Become a Catholic Jedi this Lent – Dcn. Jerry Coenen
February 27, 2020
The word “Lent” is an old English word which means “springtime.” May this Lent really be a new springtime in the lives of each of us. Through prayer, through fasting from food accompanied by forgiving others and not bearing grudges, and through donating from our surplus to help the poor, may we, like Jesus in the desert for forty days, over-come temptation and thus be well prepared to celebrate Easter. The focus of Lent is on renewing our lives in service of the Lord, becoming more like Jesus. Jesus in the desert is our model during Lent, inspiring us to die to ourselves so that the Father’s plan can be accomplished. That is why the Sacrament of Reconciliation is an important part of Lent because as we die to ourselves we realize that we need to come before the Lord confessing the times when we didn’t die to self in order to rise to new life with him.
Throughout the centuries, to help us die to ourselves and rise to new life with Jesus, the Church proposes that we consider taking on ourselves three things during Lent: pray-ing more, fasting from something, and helping the poor.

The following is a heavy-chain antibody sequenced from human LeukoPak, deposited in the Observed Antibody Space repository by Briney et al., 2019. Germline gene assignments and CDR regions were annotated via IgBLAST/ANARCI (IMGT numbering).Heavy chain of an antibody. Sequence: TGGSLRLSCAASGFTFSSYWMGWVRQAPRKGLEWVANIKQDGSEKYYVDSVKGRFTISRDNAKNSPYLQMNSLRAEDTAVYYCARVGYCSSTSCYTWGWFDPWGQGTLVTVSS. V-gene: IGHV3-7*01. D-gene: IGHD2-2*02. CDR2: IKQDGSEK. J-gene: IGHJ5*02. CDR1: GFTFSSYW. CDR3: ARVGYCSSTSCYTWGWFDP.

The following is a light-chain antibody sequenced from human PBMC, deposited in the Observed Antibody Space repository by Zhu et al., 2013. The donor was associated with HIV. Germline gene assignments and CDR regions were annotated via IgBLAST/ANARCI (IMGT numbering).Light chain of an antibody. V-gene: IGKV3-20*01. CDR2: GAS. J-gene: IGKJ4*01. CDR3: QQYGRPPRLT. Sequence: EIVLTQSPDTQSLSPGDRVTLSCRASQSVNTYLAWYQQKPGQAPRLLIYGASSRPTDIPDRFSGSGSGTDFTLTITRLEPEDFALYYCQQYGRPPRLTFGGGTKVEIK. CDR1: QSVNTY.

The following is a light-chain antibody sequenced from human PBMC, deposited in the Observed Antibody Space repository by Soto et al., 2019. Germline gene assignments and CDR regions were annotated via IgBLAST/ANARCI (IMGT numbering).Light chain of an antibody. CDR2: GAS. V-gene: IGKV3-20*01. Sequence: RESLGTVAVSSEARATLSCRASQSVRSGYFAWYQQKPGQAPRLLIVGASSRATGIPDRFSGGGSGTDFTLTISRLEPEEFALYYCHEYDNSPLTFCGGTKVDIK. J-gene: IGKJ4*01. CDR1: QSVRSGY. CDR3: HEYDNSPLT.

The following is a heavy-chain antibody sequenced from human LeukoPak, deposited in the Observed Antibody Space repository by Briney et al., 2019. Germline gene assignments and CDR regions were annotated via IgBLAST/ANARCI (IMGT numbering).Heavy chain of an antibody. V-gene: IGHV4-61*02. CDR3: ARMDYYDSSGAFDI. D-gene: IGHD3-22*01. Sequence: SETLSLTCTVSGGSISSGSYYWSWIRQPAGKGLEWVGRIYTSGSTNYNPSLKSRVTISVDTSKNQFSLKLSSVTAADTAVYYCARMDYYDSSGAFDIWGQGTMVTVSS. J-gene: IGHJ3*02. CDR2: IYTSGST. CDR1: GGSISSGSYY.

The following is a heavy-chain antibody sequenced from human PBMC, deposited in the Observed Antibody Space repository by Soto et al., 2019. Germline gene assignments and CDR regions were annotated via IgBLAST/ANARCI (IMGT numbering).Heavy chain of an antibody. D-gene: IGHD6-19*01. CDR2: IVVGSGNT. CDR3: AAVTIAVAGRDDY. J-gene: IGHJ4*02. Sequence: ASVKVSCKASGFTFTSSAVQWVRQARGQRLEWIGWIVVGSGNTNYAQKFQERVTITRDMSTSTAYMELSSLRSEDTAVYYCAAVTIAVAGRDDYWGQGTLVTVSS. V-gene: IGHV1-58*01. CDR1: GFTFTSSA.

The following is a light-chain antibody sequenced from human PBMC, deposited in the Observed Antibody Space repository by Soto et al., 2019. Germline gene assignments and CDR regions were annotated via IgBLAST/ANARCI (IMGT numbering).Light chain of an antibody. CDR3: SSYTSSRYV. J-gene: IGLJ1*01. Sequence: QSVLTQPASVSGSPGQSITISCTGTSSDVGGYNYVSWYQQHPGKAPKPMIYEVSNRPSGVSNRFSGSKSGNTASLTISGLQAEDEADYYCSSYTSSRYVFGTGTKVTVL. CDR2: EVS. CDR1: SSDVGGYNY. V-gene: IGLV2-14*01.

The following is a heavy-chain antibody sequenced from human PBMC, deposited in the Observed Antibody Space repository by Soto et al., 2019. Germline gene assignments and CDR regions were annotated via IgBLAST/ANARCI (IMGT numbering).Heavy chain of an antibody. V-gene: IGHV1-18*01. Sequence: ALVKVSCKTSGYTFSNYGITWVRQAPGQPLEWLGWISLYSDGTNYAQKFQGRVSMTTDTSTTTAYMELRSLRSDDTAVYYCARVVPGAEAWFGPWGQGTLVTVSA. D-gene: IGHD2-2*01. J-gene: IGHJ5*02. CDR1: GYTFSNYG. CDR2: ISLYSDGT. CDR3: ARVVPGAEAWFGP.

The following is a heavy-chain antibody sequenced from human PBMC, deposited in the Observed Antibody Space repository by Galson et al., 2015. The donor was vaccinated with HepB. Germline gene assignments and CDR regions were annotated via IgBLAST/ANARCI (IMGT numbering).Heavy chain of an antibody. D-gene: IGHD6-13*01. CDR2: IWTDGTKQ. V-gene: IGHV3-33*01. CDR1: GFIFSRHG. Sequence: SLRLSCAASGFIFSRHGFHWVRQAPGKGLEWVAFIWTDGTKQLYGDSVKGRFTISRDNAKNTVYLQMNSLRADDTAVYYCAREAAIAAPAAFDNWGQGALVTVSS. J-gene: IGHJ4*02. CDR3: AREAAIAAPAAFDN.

Like a Jedi, be light in the darkness and destroy the devil’s dark forces’ hold on the world. Join our community by spreading the light and committing to the following:
Become more prayerful: Attend “daily mass”; attend “Refresh, Relate and Recharge;” confess, adore, pray, and become part of the Jedi team by being in community.
Fast: Cut back on eating out, like fast food, restaurants etc. If you do eat out buy a gift card and give it to someone in need. The force, the Holy Spirit, will help us spread His love.
Almsgiving: Get involved in “forty cans for lent.” If each of us brought two or more cans every week, we could help a good number of people. This is the work of the Catholic Jedi knight.
May the force of the Holy Spirit be with us this Lent. Let us remove the “Dark Side” from our lives and the lives of others through our love, acceptance and understanding of all people. May the force be with us.
Deacon Jerry Coenen